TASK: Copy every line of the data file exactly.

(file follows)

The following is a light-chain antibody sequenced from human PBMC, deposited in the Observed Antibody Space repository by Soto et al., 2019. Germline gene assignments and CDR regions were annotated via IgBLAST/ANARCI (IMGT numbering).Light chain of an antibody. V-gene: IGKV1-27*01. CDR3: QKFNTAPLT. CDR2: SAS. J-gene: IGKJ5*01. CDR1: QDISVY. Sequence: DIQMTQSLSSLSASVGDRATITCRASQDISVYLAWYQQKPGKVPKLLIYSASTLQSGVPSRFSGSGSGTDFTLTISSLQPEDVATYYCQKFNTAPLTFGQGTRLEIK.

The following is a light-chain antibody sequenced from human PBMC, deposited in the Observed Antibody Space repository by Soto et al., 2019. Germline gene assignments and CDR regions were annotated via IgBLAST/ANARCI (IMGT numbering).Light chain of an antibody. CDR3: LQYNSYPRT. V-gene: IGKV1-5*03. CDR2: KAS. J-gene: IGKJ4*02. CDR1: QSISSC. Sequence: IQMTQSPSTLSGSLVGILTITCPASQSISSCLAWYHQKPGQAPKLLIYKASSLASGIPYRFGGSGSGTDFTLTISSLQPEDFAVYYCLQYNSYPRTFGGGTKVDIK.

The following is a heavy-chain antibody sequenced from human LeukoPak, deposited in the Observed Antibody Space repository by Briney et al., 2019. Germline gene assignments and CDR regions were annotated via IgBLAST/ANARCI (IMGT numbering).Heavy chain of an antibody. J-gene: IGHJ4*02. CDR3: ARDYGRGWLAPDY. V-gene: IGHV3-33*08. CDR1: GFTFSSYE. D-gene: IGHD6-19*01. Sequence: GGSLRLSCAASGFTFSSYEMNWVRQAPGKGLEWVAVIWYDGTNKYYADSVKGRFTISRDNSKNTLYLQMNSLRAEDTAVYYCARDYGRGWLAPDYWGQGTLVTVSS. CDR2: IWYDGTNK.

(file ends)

The following is a light-chain antibody sequenced from human PBMC, deposited in the Observed Antibody Space repository by Soto et al., 2019. Germline gene assignments and CDR regions were annotated via IgBLAST/ANARCI (IMGT numbering).Light chain of an antibody. V-gene: IGKV1-27*01. CDR3: QKFNTAPLT. CDR2: SAS. J-gene: IGKJ5*01. CDR1: QDISVY. Sequence: DIQMTQSLSSLSASVGDRATITCRASQDISVYLAWYQQKPGKVPKLLIYSASTLQSGVPSRFSGSGSGTDFTLTISSLQPEDVATYYCQKFNTAPLTFGQGTRLEIK.

The following is a light-chain antibody sequenced from human PBMC, deposited in the Observed Antibody Space repository by Soto et al., 2019. Germline gene assignments and CDR regions were annotated via IgBLAST/ANARCI (IMGT numbering).Light chain of an antibody. CDR3: LQYNSYPRT. V-gene: IGKV1-5*03. CDR2: KAS. J-gene: IGKJ4*02. CDR1: QSISSC. Sequence: IQMTQSPSTLSGSLVGILTITCPASQSISSCLAWYHQKPGQAPKLLIYKASSLASGIPYRFGGSGSGTDFTLTISSLQPEDFAVYYCLQYNSYPRTFGGGTKVDIK.

The following is a heavy-chain antibody sequenced from human LeukoPak, deposited in the Observed Antibody Space repository by Briney et al., 2019. Germline gene assignments and CDR regions were annotated via IgBLAST/ANARCI (IMGT numbering).Heavy chain of an antibody. J-gene: IGHJ4*02. CDR3: ARDYGRGWLAPDY. V-gene: IGHV3-33*08. CDR1: GFTFSSYE. D-gene: IGHD6-19*01. Sequence: GGSLRLSCAASGFTFSSYEMNWVRQAPGKGLEWVAVIWYDGTNKYYADSVKGRFTISRDNSKNTLYLQMNSLRAEDTAVYYCARDYGRGWLAPDYWGQGTLVTVSS. CDR2: IWYDGTNK.